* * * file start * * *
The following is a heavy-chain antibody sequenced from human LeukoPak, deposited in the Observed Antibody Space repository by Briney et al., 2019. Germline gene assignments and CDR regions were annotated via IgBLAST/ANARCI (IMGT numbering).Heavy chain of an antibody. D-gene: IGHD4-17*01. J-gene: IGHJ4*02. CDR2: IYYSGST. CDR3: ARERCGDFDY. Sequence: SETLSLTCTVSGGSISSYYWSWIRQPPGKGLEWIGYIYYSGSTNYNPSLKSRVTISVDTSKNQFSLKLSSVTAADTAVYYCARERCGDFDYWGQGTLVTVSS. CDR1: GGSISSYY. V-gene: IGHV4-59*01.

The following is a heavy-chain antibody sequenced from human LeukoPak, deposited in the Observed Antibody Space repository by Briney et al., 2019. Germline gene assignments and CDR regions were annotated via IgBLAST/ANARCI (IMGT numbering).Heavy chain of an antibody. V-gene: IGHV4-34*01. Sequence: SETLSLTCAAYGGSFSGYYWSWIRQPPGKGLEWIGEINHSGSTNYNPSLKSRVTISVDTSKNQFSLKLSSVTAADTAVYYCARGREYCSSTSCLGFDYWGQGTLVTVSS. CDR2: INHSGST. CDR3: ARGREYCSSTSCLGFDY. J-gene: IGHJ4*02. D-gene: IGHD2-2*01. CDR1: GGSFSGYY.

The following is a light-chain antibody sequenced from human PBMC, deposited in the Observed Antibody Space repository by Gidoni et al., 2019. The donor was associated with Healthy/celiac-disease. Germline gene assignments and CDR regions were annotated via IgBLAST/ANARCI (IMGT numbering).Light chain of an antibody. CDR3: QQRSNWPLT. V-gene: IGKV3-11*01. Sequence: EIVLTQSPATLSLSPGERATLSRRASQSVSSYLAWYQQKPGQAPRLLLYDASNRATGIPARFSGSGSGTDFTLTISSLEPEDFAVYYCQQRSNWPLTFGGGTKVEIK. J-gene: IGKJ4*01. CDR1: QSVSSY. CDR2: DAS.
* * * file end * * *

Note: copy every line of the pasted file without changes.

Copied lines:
The following is a heavy-chain antibody sequenced from human LeukoPak, deposited in the Observed Antibody Space repository by Briney et al., 2019. Germline gene assignments and CDR regions were annotated via IgBLAST/ANARCI (IMGT numbering).Heavy chain of an antibody. D-gene: IGHD4-17*01. J-gene: IGHJ4*02. CDR2: IYYSGST. CDR3: ARERCGDFDY. Sequence: SETLSLTCTVSGGSISSYYWSWIRQPPGKGLEWIGYIYYSGSTNYNPSLKSRVTISVDTSKNQFSLKLSSVTAADTAVYYCARERCGDFDYWGQGTLVTVSS. CDR1: GGSISSYY. V-gene: IGHV4-59*01.

The following is a heavy-chain antibody sequenced from human LeukoPak, deposited in the Observed Antibody Space repository by Briney et al., 2019. Germline gene assignments and CDR regions were annotated via IgBLAST/ANARCI (IMGT numbering).Heavy chain of an antibody. V-gene: IGHV4-34*01. Sequence: SETLSLTCAAYGGSFSGYYWSWIRQPPGKGLEWIGEINHSGSTNYNPSLKSRVTISVDTSKNQFSLKLSSVTAADTAVYYCARGREYCSSTSCLGFDYWGQGTLVTVSS. CDR2: INHSGST. CDR3: ARGREYCSSTSCLGFDY. J-gene: IGHJ4*02. D-gene: IGHD2-2*01. CDR1: GGSFSGYY.

The following is a light-chain antibody sequenced from human PBMC, deposited in the Observed Antibody Space repository by Gidoni et al., 2019. The donor was associated with Healthy/celiac-disease. Germline gene assignments and CDR regions were annotated via IgBLAST/ANARCI (IMGT numbering).Light chain of an antibody. CDR3: QQRSNWPLT. V-gene: IGKV3-11*01. Sequence: EIVLTQSPATLSLSPGERATLSRRASQSVSSYLAWYQQKPGQAPRLLLYDASNRATGIPARFSGSGSGTDFTLTISSLEPEDFAVYYCQQRSNWPLTFGGGTKVEIK. J-gene: IGKJ4*01. CDR1: QSVSSY. CDR2: DAS.